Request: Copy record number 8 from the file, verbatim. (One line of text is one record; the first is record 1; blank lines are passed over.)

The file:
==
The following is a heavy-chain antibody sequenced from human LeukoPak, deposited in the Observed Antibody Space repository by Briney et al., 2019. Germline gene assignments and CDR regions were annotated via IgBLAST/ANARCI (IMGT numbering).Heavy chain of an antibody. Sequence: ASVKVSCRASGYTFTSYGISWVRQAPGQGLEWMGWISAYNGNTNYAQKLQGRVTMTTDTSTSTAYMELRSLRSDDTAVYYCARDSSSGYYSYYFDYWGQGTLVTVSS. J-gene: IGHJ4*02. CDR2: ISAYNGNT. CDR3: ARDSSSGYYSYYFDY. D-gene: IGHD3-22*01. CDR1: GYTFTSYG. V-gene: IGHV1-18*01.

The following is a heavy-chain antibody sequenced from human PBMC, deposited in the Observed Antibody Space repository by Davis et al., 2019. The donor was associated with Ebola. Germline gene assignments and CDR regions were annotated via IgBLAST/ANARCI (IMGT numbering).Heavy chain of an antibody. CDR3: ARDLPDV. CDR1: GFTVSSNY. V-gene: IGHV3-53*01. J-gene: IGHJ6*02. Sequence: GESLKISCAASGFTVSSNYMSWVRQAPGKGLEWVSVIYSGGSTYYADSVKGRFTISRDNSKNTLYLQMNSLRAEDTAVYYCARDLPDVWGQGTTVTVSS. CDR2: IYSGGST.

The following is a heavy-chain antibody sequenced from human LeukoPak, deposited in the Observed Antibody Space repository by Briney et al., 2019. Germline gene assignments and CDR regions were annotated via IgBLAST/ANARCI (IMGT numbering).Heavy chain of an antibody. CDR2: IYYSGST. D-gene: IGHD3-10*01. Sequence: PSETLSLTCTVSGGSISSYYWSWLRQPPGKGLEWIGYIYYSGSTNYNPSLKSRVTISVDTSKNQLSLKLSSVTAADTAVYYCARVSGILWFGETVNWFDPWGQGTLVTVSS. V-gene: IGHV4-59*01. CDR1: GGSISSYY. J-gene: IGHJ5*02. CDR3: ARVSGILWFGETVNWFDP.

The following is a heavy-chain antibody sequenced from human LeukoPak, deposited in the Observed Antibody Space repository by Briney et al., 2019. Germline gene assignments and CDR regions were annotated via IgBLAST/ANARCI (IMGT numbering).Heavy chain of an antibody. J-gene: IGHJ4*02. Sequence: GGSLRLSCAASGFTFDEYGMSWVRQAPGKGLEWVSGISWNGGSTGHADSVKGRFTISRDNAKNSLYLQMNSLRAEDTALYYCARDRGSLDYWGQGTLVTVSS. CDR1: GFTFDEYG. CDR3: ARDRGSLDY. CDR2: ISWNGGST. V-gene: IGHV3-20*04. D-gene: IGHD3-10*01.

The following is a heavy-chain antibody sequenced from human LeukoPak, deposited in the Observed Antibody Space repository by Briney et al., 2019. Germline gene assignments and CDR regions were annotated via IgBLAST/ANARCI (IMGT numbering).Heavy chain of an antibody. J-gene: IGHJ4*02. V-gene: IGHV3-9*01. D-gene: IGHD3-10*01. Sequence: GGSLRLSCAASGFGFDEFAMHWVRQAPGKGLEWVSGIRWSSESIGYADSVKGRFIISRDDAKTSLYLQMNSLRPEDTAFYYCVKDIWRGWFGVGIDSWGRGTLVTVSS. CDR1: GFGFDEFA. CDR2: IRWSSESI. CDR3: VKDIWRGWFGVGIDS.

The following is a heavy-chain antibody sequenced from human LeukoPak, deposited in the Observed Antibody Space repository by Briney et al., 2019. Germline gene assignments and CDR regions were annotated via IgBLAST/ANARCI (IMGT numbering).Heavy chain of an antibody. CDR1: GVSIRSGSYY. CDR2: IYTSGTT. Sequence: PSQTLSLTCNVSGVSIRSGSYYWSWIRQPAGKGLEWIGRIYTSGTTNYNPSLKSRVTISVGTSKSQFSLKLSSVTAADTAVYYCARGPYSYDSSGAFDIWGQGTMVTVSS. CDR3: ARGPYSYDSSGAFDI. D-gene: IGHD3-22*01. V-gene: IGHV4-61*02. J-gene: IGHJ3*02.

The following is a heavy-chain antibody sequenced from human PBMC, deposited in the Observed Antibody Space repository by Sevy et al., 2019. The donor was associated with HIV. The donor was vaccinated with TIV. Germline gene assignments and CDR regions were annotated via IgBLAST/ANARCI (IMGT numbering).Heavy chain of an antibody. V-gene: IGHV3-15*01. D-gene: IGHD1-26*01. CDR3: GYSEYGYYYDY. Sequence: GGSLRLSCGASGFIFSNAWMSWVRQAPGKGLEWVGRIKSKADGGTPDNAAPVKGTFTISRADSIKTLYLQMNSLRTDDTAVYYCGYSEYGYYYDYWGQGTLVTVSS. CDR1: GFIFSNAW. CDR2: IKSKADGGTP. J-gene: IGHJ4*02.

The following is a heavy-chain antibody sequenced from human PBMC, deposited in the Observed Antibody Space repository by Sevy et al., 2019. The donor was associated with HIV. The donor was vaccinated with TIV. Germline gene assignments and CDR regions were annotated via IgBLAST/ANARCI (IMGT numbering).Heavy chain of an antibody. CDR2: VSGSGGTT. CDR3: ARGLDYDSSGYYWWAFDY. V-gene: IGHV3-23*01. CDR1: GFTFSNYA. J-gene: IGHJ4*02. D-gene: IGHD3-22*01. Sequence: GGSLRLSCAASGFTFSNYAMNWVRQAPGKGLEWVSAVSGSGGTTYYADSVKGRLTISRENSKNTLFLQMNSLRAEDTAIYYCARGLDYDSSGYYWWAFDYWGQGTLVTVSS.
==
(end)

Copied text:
The following is a heavy-chain antibody sequenced from human PBMC, deposited in the Observed Antibody Space repository by Sevy et al., 2019. The donor was associated with HIV. The donor was vaccinated with TIV. Germline gene assignments and CDR regions were annotated via IgBLAST/ANARCI (IMGT numbering).Heavy chain of an antibody. CDR2: VSGSGGTT. CDR3: ARGLDYDSSGYYWWAFDY. V-gene: IGHV3-23*01. CDR1: GFTFSNYA. J-gene: IGHJ4*02. D-gene: IGHD3-22*01. Sequence: GGSLRLSCAASGFTFSNYAMNWVRQAPGKGLEWVSAVSGSGGTTYYADSVKGRLTISRENSKNTLFLQMNSLRAEDTAIYYCARGLDYDSSGYYWWAFDYWGQGTLVTVSS.